Key Insights On Prescribing Orthoses For Dress Shoes And Sandals
- Volume 17 - Issue 8 - August 2004
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For Dr. Huppin, orthotic sandals are an option when patients wear regular orthotics less frequently in warmer weather. He uses Bite® sandals, noting the orthoses are made to fit perfectly. The orthoses can be removed for adjustment and patients can move the orthotics into other sandals, according to Dr. Huppin.
“In our practice, we find that patients love the sandals,” notes Dr. Huppin. “They help provide better clinical outcomes and offer a boost to the bottom line of the practice as well.”
Dr. Williams is a strong proponent of using newer orthotic sandals, which allow patients to fit their own custom devices into the sandals as opposed to using devices that are built into the sandal’s shoe last. He says both he and his patients find the freedom of such sandals “refreshing” and the more choices in sandals that women have, the more likely they are to wear the orthotics. Patients who cannot afford another pair of orthotics can buy sandals from Dr. Williams or another shoe store.
Q: How do you change your orthotic prescription for sandals relative to shoes?
A: Dr. Huppin says orthotics in sandals usually provide less control than in shoes due to the lack of a heel counter in sandals and some limitations in the size of the orthoses in the sandals. The size of sandal insoles likewise limits the depth of the heel cup and he notes deep heel cups or orthoses with a medial flange will not fit into most sandals.
“This should not limit your use of orthotic sandals, but both the physician and patient should be aware that there will usually be less control so patients will need to adjust their activity accordingly,”explains Dr. Huppin.
However, as Dr. White argues, sandals offer greater width for increased support and more depth for increased cushioning. For sandals to be compatible with orthotics, he says sandals must have a removable footbed that one can replace with the custom orthotic. Dr. White says this will permit the use of full-length devices as opposed to using devices that typically end proximal to the metatarsal heads in a dress shoe.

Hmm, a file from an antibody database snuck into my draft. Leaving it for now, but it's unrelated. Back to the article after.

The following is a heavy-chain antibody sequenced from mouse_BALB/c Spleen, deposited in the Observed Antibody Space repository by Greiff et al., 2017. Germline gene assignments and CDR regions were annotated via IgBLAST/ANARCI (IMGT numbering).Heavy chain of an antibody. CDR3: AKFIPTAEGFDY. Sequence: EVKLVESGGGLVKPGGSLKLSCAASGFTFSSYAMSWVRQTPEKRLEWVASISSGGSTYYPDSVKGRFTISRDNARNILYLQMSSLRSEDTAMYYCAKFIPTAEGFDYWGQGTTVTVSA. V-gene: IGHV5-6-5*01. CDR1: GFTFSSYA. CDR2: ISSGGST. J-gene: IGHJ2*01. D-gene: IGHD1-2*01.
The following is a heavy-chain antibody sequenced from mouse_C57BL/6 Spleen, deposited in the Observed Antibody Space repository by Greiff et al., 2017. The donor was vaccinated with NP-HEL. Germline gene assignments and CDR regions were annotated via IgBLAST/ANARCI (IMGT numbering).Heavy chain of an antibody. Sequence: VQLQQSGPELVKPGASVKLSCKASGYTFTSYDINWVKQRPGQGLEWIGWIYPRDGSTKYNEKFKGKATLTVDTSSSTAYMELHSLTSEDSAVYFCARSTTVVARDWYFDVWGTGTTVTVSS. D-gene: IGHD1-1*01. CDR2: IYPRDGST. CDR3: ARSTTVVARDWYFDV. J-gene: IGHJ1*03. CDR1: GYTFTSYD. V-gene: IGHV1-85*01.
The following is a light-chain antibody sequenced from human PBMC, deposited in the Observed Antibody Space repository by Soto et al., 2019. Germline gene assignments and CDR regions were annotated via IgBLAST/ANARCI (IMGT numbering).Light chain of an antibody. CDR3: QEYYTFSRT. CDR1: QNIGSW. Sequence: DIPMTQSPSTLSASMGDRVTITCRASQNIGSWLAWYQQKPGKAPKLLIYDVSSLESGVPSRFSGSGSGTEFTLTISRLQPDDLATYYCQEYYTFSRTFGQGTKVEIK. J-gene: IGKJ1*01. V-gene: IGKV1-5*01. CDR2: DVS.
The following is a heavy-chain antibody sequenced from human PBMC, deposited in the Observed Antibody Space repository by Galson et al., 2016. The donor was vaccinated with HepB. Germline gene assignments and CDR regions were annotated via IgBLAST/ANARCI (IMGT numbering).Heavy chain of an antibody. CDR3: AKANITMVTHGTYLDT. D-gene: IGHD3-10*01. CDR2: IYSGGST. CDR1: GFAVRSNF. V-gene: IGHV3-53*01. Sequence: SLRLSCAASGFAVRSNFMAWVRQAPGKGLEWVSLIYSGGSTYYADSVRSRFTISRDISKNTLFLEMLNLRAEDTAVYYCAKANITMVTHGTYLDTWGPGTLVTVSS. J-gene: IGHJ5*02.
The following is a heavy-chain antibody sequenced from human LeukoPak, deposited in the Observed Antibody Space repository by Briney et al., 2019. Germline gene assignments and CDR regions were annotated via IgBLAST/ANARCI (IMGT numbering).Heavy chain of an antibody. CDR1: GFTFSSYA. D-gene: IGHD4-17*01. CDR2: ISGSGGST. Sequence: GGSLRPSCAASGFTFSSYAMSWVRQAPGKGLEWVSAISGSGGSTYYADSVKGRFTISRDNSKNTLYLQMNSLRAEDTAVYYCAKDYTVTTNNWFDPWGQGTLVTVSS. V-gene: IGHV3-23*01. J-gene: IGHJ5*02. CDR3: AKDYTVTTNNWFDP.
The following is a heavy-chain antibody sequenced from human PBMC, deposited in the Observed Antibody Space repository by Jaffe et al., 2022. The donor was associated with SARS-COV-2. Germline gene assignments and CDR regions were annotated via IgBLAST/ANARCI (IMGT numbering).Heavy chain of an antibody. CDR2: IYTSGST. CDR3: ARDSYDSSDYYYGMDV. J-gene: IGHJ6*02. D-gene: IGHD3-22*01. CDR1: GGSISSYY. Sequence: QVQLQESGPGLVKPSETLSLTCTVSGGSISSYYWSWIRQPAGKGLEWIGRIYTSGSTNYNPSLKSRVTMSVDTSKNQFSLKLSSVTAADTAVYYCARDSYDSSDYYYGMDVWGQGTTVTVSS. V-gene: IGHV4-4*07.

Dr. Huppin also notes that sandals lack heel counters, which may cause eversion of the calcaneus. In turn, this may result in increased force under the medial arch, leading to an increased probability of arch irritation in a sandal orthosis compared to an orthosis in a shoe. When prescribing sandal orthoses, Dr. Huppin says one can prevent arch irritation by using a standard rather than minimum cast fill and avoiding an inversion technique.
If you use a medial heel skive in sandal orthoses, Dr. Huppin suggests limiting it to a maximum of 4 mm. As he explains, with a larger skive, there is more potential for the foot to slide off the orthosis, causing the lateral edge of the heel cup to irritate the foot.
If it was a shoe, one could use a deeper heel cup to compensate for this, according to Dr. Huppin. However, since heel cups in sandals are limited to about 14 mm, Dr. Huppin says one should avoid using medial heel skives larger than 4 mm.
On a rare occasion, Dr. Williams will decrease a heel lift in a sandal but as long as the sandal will accommodate the custom orthotic, he says he would not alter his prescription.
Dr. White is a Diplomate of the American Board of Podiatric Orthopedics and Primary Podiatric Medicine.
Dr. Williams is in private practice in Indiana. He is also a Fellow of the American Academy of Podiatric Sports Medicine and a Fellow of the American College of Foot and Ankle Surgeons. He is a consultant to Tekscan.
Dr. Huppin is an Adjunct Associate Professor in the Department of Applied Biomechanics at the California School of Podiatric Medicine at Samuel Merritt College. He is also the Medical Director for ProLab Orthotics. Dr. Huppin can be reached at firstname.lastname@example.org.